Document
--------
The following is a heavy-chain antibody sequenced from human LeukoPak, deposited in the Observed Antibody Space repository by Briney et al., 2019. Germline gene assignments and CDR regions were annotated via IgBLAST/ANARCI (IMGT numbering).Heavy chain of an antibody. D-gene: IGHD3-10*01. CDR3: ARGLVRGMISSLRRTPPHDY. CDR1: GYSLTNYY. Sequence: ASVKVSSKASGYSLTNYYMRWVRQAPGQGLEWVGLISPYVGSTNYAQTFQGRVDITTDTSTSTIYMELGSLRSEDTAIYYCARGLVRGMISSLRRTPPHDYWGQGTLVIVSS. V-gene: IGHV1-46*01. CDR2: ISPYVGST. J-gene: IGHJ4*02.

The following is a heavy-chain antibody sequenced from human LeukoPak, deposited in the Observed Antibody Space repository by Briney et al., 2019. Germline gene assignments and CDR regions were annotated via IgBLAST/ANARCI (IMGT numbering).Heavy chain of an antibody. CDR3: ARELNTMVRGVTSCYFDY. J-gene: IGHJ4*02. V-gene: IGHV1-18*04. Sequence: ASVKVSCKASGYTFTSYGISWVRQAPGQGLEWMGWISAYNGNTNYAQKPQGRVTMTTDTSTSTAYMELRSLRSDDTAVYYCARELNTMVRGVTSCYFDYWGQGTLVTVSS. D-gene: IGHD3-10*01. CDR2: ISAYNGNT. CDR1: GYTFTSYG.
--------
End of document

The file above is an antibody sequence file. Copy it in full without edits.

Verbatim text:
The following is a heavy-chain antibody sequenced from human LeukoPak, deposited in the Observed Antibody Space repository by Briney et al., 2019. Germline gene assignments and CDR regions were annotated via IgBLAST/ANARCI (IMGT numbering).Heavy chain of an antibody. D-gene: IGHD3-10*01. CDR3: ARGLVRGMISSLRRTPPHDY. CDR1: GYSLTNYY. Sequence: ASVKVSSKASGYSLTNYYMRWVRQAPGQGLEWVGLISPYVGSTNYAQTFQGRVDITTDTSTSTIYMELGSLRSEDTAIYYCARGLVRGMISSLRRTPPHDYWGQGTLVIVSS. V-gene: IGHV1-46*01. CDR2: ISPYVGST. J-gene: IGHJ4*02.

The following is a heavy-chain antibody sequenced from human LeukoPak, deposited in the Observed Antibody Space repository by Briney et al., 2019. Germline gene assignments and CDR regions were annotated via IgBLAST/ANARCI (IMGT numbering).Heavy chain of an antibody. CDR3: ARELNTMVRGVTSCYFDY. J-gene: IGHJ4*02. V-gene: IGHV1-18*04. Sequence: ASVKVSCKASGYTFTSYGISWVRQAPGQGLEWMGWISAYNGNTNYAQKPQGRVTMTTDTSTSTAYMELRSLRSDDTAVYYCARELNTMVRGVTSCYFDYWGQGTLVTVSS. D-gene: IGHD3-10*01. CDR2: ISAYNGNT. CDR1: GYTFTSYG.